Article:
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Editorial: Trump hurts himself and the nation by trashing the intelligence community

President-elect Donald Trump tapped into the frustrations of the widely ignored white working class.
(Evan Vucci / Associated Press)

It’s hardly news that Donald Trump can’t resist the temptation to take to Twitter to share his often ill-informed views. But the president-elect’s latest tweets about the intelligence community are especially outrageous.

As he prepared to be briefed on an investigation into alleged Russian hacking of Democratic emails, Trump posted this tweet on Tuesday evening: “The ‘Intelligence’ briefing on so-called ‘Russian hacking’ was delayed until Friday, perhaps more time needed to build a case. Very strange.”

It’s hard to know where to begin in criticizing this short missive. For one thing, it may be inaccurate: A U.S. official disputed that there had been any delay at all, saying that leading intelligence officials had from the start scheduled the briefing for Friday. Then there are the insulting scare quotes around the word “intelligence.” But the biggest concern of all is the implication that the evidence of Russian involvement is so frail that the briefers needed more time to gather (or concoct?) evidence. That is consistent with Trump’s previously expressed opinion that the hacking might have been carried out not by Russia but China or “somebody sitting in a bed someplace.”

It’s time for [Donald Trump] to sober up and take seriously both the issue of cyber-espionage and the high office he is about to occupy.

Then, on Wednesday morning, Trump tweeted this: “Julian Assange said ‘a 14 year old could have hacked [Hillary Clinton campaign chairman John] Podesta’ — why was DNC so careless? Also said Russians did not give him the info!” That was followed by yet another tweet in which Trump quoted Assange as saying U.S. media coverage was “very dishonest.” Trump added: “More dishonest than anyone knows.”

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But why would Trump embrace Assange as an authority — before receiving a comprehensive briefing from U.S. intelligence officials?

Rep. Adam Schiff of Burbank, the ranking Democrat on the House Intelligence Committee, issued this statement Wednesday in response to Trump’s latest tweets: “With every conspiracy theory-laden tweet and erratic off-the-cuff comment, the president-elect does damage to our national security, while raising new concerns about his capacity to grow into the job. When he belittles the reputation of the brave and hard-working professionals in the intelligence community, he impairs our national security and the prospects for the success of his own administration.”

Schiff is right. The U.S. intelligence committee isn’t infallible, and any president has a responsibility to subject its conclusions to scrutiny. But that is not what Trump was doing in his tawdry tweet storm.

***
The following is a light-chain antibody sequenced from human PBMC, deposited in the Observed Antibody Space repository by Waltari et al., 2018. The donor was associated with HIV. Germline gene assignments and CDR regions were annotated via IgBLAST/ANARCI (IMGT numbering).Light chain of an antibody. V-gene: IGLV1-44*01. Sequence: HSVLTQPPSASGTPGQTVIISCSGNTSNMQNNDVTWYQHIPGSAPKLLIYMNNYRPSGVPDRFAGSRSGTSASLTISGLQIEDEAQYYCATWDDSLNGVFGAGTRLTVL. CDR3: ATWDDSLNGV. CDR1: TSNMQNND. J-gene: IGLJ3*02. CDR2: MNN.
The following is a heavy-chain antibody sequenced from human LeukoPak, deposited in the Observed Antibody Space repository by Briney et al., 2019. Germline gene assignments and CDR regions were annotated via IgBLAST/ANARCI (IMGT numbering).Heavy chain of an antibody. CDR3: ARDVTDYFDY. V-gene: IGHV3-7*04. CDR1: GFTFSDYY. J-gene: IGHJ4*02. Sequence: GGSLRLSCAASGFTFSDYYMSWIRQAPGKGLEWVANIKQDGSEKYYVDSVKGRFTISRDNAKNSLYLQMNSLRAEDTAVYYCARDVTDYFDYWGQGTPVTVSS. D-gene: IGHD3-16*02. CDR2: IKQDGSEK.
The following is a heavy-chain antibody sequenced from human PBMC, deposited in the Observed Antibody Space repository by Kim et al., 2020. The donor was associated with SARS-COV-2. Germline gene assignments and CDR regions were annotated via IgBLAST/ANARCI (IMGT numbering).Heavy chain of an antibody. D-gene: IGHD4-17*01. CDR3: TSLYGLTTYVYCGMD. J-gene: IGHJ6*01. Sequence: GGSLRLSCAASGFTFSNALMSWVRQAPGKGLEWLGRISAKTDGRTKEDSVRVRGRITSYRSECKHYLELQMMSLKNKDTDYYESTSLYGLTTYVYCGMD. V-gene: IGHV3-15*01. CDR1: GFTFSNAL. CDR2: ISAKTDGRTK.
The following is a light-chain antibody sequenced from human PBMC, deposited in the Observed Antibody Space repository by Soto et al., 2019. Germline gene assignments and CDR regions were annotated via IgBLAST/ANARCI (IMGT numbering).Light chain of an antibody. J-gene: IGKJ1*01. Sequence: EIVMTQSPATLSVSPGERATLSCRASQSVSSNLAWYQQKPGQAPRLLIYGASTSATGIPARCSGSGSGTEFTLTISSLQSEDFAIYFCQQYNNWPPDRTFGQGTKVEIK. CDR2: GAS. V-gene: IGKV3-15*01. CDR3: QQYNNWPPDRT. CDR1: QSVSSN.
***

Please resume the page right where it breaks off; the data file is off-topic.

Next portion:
It’s possible, we suppose, that Trump has reached a disinterested conclusion that U.S. intelligence agencies aren’t to be trusted. His proposed national security adviser, retired Gen. Michael Flynn, a former director of the Defense Intelligence Agency, publicly has been critical of the Central Intelligence Agency. In a 2015 interview with the New York Times, Flynn suggested that the CIA had become “a very political organization.” Perhaps a similar view motivates Trump’s skepticism about the CIA’s conclusion that Russia interfered in the election to help him.

A far more plausible explanation is that Trump continues to view the question of Russian meddling through the prism of his own fragile ego.

As Trump sees it, if it’s established that the Russians meddled in the election to harm his opponent, some Americans will be confirmed in the view that Trump’s election was illegitimate. Last month Trump tweeted: “Can you imagine if the election results were the opposite and WE tried to play the Russia/CIA card. It would be called conspiracy theory!” For Trump, allegations that Russia interfered in the election were just a partisan “card” to be played by his political opponents.

We would like to think that, once he takes office, Trump will let loose of this defensiveness and reflexive suspicion of the intelligence community. The CIA and NSA and other agencies are, after all, powerful organizations created to help presidents govern — to provide them with facts and context and analysis to make educated decisions about world events.

But suppose he doesn’t? As Schiff noted in an interview with the Atlantic, Trump is undermining confidence in the intelligence community with each fight he picks — and someday, in a true national security crisis, he will find that the American people no longer believe them.

Throughout the campaign and since his election, Trump has shown a casual disregard for truth and facts. Perhaps, therefore, it shouldn’t be surprising that he has little interest in sophisticated analysis by experts on world affairs, that he has declined daily intelligence briefings from intelligence officials, that he relies instead on sources like Julian Assange and that he claims to have secret information unavailable to others.

But it’s time for him to sober up and take seriously both the issue of cyber-espionage and the high office he is about to occupy.

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